Finding The “True” Cost of College

One of the dangers of shopping for colleges is looking only at the so-called “sticker” price. The analogy is car shopping. When you go to a dealer’s showroom or car lot and wander among the shiny new vehicles there, perhaps your first stop is the price sticker in the window behind the driver’s door. This usually results in the common syndrome called Sticker Shock, when your head spins and your wallet (not to mention your credit rating) groans.

Same thing with colleges. Look on most any college’s Web site these days. What do you see under “student budget”? Hint: A total annual cost of anywhere between $16,000 and $60,000. In some cases, that doesn’t even include the cost of books and sundries. But wait a minute. Are those numbers really what you’ll have to pay? Enter the Net Price Calculator, which is due to debut October 29, less than two weeks from now.

This new tool may well add some clarity to the confusion, shock, and selection process of high school seniors and their families trying to deal with the simultaneous issues of getting into college and figuring out how to pay for it during these difficult economic times.

The Houston Chronicle posted an interesting explanation about what you’ll begin seeing appear starting October 29. Here are some highlights of that preview.

Students checking out colleges this fall shouldn’t rule out any options based on price alone.

The tuition and fees that schools publish online are often far more than what families end up paying. The problem is that the true cost of attendance – after subtracting federal, state and school grants – isn’t always clear until students receive their financial aid award letters.

But starting Oct. 29, colleges will be required to provide “net price calculators” on their websites. These will give families a better sense, early on, of what their actual costs would be for that particular year. This is expected to help students get a more accurate assessment of the range of schools that are within their reach.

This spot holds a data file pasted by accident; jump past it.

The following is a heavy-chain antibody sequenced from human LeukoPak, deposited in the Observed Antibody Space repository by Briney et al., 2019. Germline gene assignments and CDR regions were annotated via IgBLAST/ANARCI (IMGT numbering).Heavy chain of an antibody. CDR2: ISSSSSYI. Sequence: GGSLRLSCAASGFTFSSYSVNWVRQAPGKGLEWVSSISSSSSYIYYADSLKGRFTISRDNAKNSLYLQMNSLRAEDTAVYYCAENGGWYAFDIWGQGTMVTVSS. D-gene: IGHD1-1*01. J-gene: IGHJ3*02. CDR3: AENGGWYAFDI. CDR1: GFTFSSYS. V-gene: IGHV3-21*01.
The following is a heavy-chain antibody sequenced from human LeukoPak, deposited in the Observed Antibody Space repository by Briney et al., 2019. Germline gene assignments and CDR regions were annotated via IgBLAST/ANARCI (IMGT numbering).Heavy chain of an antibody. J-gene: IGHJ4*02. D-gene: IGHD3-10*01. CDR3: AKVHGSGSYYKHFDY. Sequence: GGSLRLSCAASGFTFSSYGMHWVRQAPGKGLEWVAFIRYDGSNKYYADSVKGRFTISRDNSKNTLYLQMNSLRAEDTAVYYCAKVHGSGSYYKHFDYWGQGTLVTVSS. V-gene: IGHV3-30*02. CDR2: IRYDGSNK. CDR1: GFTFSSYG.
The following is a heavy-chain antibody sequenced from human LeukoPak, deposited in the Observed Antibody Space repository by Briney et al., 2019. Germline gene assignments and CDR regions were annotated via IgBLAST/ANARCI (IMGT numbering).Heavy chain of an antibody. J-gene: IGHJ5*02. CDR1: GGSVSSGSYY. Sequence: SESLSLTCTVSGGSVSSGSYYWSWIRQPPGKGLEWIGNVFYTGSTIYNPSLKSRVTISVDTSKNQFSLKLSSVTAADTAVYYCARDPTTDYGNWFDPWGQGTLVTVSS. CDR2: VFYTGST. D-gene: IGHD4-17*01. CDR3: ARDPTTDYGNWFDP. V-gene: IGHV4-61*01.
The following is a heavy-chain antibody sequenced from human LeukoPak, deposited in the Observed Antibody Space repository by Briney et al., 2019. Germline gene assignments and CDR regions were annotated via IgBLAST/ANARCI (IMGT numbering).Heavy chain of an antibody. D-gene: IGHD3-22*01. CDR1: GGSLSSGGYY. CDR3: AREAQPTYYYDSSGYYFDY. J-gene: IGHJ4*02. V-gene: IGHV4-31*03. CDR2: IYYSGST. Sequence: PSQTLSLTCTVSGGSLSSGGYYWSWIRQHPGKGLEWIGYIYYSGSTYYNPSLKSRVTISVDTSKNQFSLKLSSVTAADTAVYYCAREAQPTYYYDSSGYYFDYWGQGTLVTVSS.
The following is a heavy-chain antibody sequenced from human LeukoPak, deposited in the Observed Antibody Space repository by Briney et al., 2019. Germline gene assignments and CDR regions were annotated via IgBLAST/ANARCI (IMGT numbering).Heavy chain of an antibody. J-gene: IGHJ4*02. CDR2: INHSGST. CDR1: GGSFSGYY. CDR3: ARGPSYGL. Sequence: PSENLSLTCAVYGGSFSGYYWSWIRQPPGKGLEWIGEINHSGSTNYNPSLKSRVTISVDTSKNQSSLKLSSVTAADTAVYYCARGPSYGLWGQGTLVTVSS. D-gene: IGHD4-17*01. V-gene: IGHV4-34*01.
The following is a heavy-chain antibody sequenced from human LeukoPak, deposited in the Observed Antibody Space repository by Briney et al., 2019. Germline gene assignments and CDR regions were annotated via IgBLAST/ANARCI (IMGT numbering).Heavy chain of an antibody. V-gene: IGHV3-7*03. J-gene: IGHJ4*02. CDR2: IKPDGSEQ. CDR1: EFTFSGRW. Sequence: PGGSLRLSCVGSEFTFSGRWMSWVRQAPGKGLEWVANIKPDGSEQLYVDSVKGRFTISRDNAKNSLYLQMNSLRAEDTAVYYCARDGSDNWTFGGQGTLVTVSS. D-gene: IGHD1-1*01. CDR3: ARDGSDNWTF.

“The sticker price is what people look at, but it’s not a good indicator of what your cost is going to be,” says Laura Asher, president of the Institute for College Access & Success, which advocates for more affordable education. “Sometimes you’ll end up with a better deal at a school that looks more expensive on the surface.

At private colleges, which tend to have bigger endowments from which they can provide aid, the average published cost for tuition and fees is $37,000. But that figure drops to $21,000 after factoring in grant aid, according to the College Board, which tracks trends in education pricing.

At public schools, the average published total for tuition and fees of $16,000 drops to $10,000 when factoring in grant aid…

So, you should be able to see that uninformed sticker shock can be highly misleading when it comes to making a decision about college selection. But how do you deal with one of these Net Price Calculators?

…To start, it’s important to understand what exactly the “net price” entails.

This is defined as the total cost of attendance – including books, room and board – after the total estimated grant aid a particular student would receive from the school, the state and federal government.

Schools are given a lot of leeway in how they arrive at this figure, however. This means that the calculators can vary significantly in how much financial information they’ll require.

The U.S. Department of Education provides a fairly simple template that asks just 10 questions. But schools can use their own or other outside calculators that require more detail information.

The College Board, for example, makes a much more involved calculator that will be used by 300 schools. The calculator takes students through a five-page survey that asks for information such as dividend income, contributions to retirement plans, home values and tax deductions.

“For better and worse, there’s no limit to what schools can add,” Asher says…

Like working with any new procedure, encountering a college’s Net Price Calculator can be a bit intimidating, daunting, or even confusing. There is hope, though.

…Even if the calculator spits out a net price that’s slightly out of your reach, don’t be discouraged. The calculator might not have taken into account special circumstances, such as recent unemployment or academic achievements, that could qualify you for more aid.

“If you see a number that’s on the margin, call the financial aid office to continue the conversation,” Asher says. “The purpose is to provide an estimate. It’s personalized but not precise.”

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To see what others have said about Net Price Calculators, check out the comments on this College Confidential discussion forum thread. In the meantime, keep an open mind about college costs. Many times, where there’s a will, there’s a way, especially when there’s also a Net Price Calculator.

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